Author Contributions. S.R.O. performed the experiments and analyzed the data. S.R.O. and R.I.W. designed the experiments and wrote the paper.

Author Information. Reprints and permissions are available at www.nature.com/reprints.


1. Laissue PP, et al. Three-dimensional reconstruction of the antennal lobe in Drosophila melanogaster. J. Comp. Neurol. 1999;405:543–552. [PubMed]
2. Stocker RF, Lienhard MC, Borst A, Fischbach KF. Neuronal architecture of the antennal lobe in Drosophila melanogaster. Cell Tissue Res. 1990;262:9–34. [PubMed]
3. Couto A, Alenius M, Dickson BJ. Molecular, anatomical, and functional organization of the Drosophila olfactory system. Curr. Biol. 2005;15:1535–1547. [PubMed]
4. Fishilevich E, Vosshall LB. Genetic and functional subdivision of the Drosophila antennal lobe. Curr. Biol. 2005;15:1548–1553. [PubMed]
5. Marin EC, Jefferis GS, Komiyama T, Zhu H, Luo L. Representation of the glomerular olfactory map in the Drosophila brain. Cell. 2002;109:243–255. [PubMed]
6. Wang JW, Wong AM, Flores J, Vosshall LB, Axel R. Two-photon calcium imaging reveals an odor-evoked map of activity in the fly brain. Cell. 2003;112:271–282. [PubMed]
7. Root CM, Semmelhack JL, Wong AM, Flores J, Wang JW. Propagation of olfactory information in Drosophila. Proceedings of the National Academy of Sciences of the United States of America. 2007;104:11826–11831. [PMC free article] [PubMed]
8. Wilson RI, Turner GC, Laurent G. Transformation of olfactory representations in the Drosophila antennal lobe. Science. 2004;303:366–370. [PubMed]
9. Wilson RI, Laurent G. Role of GABAergic inhibition in shaping odor-evoked spatiotemporal patterns in the Drosophila antennal lobe. J. Neurosci. 2005;25:9069–9079. [PubMed]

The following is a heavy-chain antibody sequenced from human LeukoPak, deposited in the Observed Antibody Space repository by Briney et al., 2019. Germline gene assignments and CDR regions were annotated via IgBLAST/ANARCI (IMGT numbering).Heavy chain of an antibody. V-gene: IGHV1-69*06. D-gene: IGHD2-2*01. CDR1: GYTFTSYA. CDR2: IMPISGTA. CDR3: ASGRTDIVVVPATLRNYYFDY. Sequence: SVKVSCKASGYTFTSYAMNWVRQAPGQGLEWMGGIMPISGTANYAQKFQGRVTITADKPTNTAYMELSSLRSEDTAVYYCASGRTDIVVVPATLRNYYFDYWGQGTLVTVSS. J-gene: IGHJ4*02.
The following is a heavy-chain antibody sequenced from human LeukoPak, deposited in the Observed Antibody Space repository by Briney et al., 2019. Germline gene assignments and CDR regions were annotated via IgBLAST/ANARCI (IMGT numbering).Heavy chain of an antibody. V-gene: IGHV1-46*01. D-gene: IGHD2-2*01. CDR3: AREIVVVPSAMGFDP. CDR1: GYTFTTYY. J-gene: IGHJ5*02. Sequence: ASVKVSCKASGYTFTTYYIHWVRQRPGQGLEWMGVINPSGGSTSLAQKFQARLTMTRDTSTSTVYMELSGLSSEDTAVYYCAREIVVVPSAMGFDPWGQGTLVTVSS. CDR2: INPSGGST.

10. Bhandawat V, Olsen SR, Gouwens NW, Schlief ML, Wilson RI. Sensory processing in the Drosophila antennal lobe increases reliability and separability of ensemble odor representations. Nat. Neurosci. 2007;10:1474–1482. [PMC free article] [PubMed]
11. Olsen SR, Bhandawat V, Wilson RI. Excitatory interactions between olfactory processing channels in the Drosophila antennal lobe. Neuron. 2007;54:89–103. [PMC free article] [PubMed]
12. Shang Y, Claridge-Chang A, Sjulson L, Pypaert M, Miesenbock G. Excitatory local circuits and their implications for olfactory processing in the fly antennal lobe. Cell. 2007;128:601–612. [PMC free article] [PubMed]
13. Stocker RF, Heimbeck G, Gendre N, de Belle JS. Neuroblast ablation in Drosophila P[GAL4] lines reveals origins of olfactory interneurons. J. Neurobiol. 1997;32:443–456. [PubMed]
14. Ng M, et al. Transmission of olfactory information between three populations of neurons in the antennal lobe of the fly. Neuron. 2002;36:463–474. [PubMed]
15. McGann JP, et al. Odorant representations are modulated by intra- but not interglomerular presynaptic inhibition of olfactory sensory neurons. Neuron. 2005;48:1039–1053. [PubMed]
16. Murphy GJ, Darcy DP, Isaacson JS. Intraglomerular inhibition: signaling mechanisms of an olfactory microcircuit. Nat. Neurosci. 2005;8:354–364. [PubMed]
17. Vucinic D, Cohen LB, Kosmidis EK. Interglomerular center-surround inhibition shapes odorant-evoked input to the mouse olfactory bulb in vivo. J. Neurophysiol. 2006;95:1881–1887. [PubMed]
18. Nickell WT, Behbehani MM, Shipley MT. Evidence for GABAB-mediated inhibition of transmission from the olfactory nerve to mitral cells in the rat olfactory bulb. Brain Res. Bull. 1994;35:119–123. [PubMed]
19. Wachowiak M, Cohen LB. Presynaptic inhibition of primary olfactory afferents mediated by different mechanisms in lobster and turtle. J. Neurosci. 1999;19:8808–8817. [PubMed]
20. Aroniadou-Anderjaska V, Zhou FM, Priest CA, Ennis M, Shipley MT. Tonic and synaptically evoked presynaptic inhibition of sensory input to the rat olfactory bulb via GABA(B) heteroreceptors. J. Neurophysiol. 2000;84:1194–1203. [PubMed]
21. Wachowiak M, et al. Inhibition of olfactory receptor neuron input to olfactory bulb glomeruli mediated by suppression of presynaptic calcium influx. J. Neurophysiol. 2005;94:2700–2712. [PMC free article] [PubMed]